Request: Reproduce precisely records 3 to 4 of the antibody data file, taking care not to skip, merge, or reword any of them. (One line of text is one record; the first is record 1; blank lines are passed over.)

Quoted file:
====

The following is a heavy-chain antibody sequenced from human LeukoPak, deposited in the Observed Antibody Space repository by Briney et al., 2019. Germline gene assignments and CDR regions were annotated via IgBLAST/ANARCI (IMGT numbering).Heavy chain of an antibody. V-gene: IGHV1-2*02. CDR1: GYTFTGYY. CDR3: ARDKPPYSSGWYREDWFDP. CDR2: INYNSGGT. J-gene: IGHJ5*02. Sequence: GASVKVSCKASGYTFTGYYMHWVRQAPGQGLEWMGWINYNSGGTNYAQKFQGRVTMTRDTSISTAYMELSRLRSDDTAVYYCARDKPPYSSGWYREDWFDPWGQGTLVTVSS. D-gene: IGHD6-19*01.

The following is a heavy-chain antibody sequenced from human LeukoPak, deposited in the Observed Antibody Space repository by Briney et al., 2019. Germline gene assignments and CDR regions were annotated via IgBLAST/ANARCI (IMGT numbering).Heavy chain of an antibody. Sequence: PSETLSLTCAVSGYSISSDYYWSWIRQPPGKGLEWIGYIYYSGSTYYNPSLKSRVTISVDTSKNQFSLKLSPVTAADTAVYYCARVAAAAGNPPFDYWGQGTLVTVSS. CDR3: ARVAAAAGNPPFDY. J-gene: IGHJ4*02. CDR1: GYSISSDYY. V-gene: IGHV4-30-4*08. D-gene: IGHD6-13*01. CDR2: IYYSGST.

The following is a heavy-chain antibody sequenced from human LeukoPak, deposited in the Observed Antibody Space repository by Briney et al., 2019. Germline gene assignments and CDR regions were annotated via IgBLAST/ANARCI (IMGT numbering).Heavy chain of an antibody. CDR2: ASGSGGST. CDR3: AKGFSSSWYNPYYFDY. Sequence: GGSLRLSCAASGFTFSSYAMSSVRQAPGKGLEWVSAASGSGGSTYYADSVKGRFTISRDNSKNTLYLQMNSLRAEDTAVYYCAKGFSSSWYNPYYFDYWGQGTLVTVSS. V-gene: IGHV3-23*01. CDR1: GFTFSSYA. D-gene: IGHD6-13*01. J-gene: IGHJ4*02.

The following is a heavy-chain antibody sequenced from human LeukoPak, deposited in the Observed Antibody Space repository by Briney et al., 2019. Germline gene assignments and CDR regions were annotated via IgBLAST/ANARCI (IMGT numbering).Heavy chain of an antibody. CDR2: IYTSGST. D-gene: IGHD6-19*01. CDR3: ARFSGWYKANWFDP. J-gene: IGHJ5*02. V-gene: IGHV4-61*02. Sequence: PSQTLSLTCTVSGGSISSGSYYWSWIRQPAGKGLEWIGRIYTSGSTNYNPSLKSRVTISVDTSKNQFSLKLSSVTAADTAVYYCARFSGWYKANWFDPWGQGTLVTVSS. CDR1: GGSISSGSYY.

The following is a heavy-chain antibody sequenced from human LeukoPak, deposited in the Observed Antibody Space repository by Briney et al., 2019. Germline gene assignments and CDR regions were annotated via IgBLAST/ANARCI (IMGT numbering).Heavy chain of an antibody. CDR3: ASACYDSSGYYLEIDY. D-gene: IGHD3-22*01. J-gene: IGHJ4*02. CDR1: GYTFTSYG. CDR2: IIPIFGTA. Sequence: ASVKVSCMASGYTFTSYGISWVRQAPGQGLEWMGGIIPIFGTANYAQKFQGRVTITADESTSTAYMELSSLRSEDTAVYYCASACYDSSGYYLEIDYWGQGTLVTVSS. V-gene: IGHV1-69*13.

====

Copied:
The following is a heavy-chain antibody sequenced from human LeukoPak, deposited in the Observed Antibody Space repository by Briney et al., 2019. Germline gene assignments and CDR regions were annotated via IgBLAST/ANARCI (IMGT numbering).Heavy chain of an antibody. CDR2: ASGSGGST. CDR3: AKGFSSSWYNPYYFDY. Sequence: GGSLRLSCAASGFTFSSYAMSSVRQAPGKGLEWVSAASGSGGSTYYADSVKGRFTISRDNSKNTLYLQMNSLRAEDTAVYYCAKGFSSSWYNPYYFDYWGQGTLVTVSS. V-gene: IGHV3-23*01. CDR1: GFTFSSYA. D-gene: IGHD6-13*01. J-gene: IGHJ4*02.

The following is a heavy-chain antibody sequenced from human LeukoPak, deposited in the Observed Antibody Space repository by Briney et al., 2019. Germline gene assignments and CDR regions were annotated via IgBLAST/ANARCI (IMGT numbering).Heavy chain of an antibody. CDR2: IYTSGST. D-gene: IGHD6-19*01. CDR3: ARFSGWYKANWFDP. J-gene: IGHJ5*02. V-gene: IGHV4-61*02. Sequence: PSQTLSLTCTVSGGSISSGSYYWSWIRQPAGKGLEWIGRIYTSGSTNYNPSLKSRVTISVDTSKNQFSLKLSSVTAADTAVYYCARFSGWYKANWFDPWGQGTLVTVSS. CDR1: GGSISSGSYY.